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About this Poem 

“I’ve kept Audre Lorde’s essay ‘Uses of the Erotic: The Erotic as Power’ close by me ever since Nikky Finney introduced me to the work at the Cave Canem retreat many years ago. So much of sexuality is posited as something enacted upon women by hetero men. I wanted to complicate or challenge that notion. While re-reading Lorde’s essay in preparation for a panel discussion on taboo and sexuality in African-American poetry, a line from Lorde (which is now the title) gave me an avenue to attempt that.”
Kyle Dargan

The Erotic Is a Measure Between

after Lorde

Your body is not my pommel horse
nor my Olympic pool or diving board.
Your body is not my personal Internet
channel nor my timeline,
nor my warm Apollo spotlight.
Your body is not my award
gala. Your body is not my game—
preseason or playoffs.
Your body is not my political party
convention. Your body is not
my frontline or my war’s theatre.
Your body is not my time
trial. Your body is not my entrance
exam or naturalization interview.
I am a citizen of this skin—that
alone—and yours is not to be
passed nor won. What is done—
when we let our bodies sharpen
the graphite of each other’s bodies
—is not my test, not my solo
show. One day I’ll learn. I’ll prove
I know how to lie with you without
anticipating the scorecards of your eyes,
how I might merely abide—we two
unseated, equidistant from the wings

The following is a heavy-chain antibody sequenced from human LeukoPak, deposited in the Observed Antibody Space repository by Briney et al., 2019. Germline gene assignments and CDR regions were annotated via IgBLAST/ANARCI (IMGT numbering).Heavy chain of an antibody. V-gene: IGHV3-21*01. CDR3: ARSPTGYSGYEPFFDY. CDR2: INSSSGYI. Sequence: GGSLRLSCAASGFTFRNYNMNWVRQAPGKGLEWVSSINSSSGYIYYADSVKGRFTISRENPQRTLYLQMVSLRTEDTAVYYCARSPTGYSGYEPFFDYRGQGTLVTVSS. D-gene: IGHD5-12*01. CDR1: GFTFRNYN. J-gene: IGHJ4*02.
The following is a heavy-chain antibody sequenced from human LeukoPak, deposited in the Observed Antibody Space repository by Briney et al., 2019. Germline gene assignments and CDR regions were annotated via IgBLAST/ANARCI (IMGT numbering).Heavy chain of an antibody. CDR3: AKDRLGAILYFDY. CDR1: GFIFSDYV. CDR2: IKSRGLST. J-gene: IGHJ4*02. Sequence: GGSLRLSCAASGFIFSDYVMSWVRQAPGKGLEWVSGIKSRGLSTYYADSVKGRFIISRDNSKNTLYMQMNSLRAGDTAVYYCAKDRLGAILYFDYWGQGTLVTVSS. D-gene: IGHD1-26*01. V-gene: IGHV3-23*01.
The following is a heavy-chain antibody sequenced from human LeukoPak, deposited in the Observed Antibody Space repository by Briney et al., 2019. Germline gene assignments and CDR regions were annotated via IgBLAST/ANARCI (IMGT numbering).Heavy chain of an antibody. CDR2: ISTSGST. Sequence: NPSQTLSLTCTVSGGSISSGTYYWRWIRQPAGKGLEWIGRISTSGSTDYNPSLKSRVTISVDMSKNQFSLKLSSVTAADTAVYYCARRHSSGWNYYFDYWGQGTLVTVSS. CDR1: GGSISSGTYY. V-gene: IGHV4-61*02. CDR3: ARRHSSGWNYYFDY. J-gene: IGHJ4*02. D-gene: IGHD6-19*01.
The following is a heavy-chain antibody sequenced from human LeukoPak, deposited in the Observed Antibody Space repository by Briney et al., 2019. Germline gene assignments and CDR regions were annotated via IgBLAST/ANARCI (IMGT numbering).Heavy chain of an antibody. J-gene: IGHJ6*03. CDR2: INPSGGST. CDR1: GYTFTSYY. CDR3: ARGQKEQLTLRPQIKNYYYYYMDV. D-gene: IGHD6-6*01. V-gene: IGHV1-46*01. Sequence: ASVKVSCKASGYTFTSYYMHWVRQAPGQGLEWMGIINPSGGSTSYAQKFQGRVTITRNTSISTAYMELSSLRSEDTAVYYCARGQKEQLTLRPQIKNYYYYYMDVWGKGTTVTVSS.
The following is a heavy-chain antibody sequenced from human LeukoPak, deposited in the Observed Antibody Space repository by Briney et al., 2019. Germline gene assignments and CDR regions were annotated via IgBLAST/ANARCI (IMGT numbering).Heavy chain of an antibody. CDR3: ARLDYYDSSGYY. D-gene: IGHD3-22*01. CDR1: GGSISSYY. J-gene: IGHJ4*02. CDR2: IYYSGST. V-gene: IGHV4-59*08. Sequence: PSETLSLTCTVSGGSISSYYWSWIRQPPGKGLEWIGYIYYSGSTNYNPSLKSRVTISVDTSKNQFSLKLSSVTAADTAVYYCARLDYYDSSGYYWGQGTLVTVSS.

in a beating black box, all stage.
 

Copyright © 2015 by Kyle Dargan. Originally published in Poem-a-Day on August 3, 2015, by the Academy of American Poets.

Copyright © 2015 by Kyle Dargan. Originally published in Poem-a-Day on August 3, 2015, by the Academy of American Poets.

Kyle Dargan

Kyle Dargan

Kyle Dargan is the author of Anagnorisis (Northwestern University Press, 2018).

by this poet

poem

“We can no longer afford that particular romance.”
—James Baldwin

Brother Rickey halts me before I cross East
Capitol. He trumpets that we are at war.

I want to admit that I don’t believe in “white”
—in the manner that Baldwin did not—but Brother

Rickey would

2
poem

On a railroad car in your America,
I made the acquaintance of a man
who sang a life-song with these lyrics:
"Do whatever you can/ to avoid
becoming a roofing man."
I think maybe you'd deem his tenor
elitist, or you'd hear him as falling
off working-class key. He sang
not from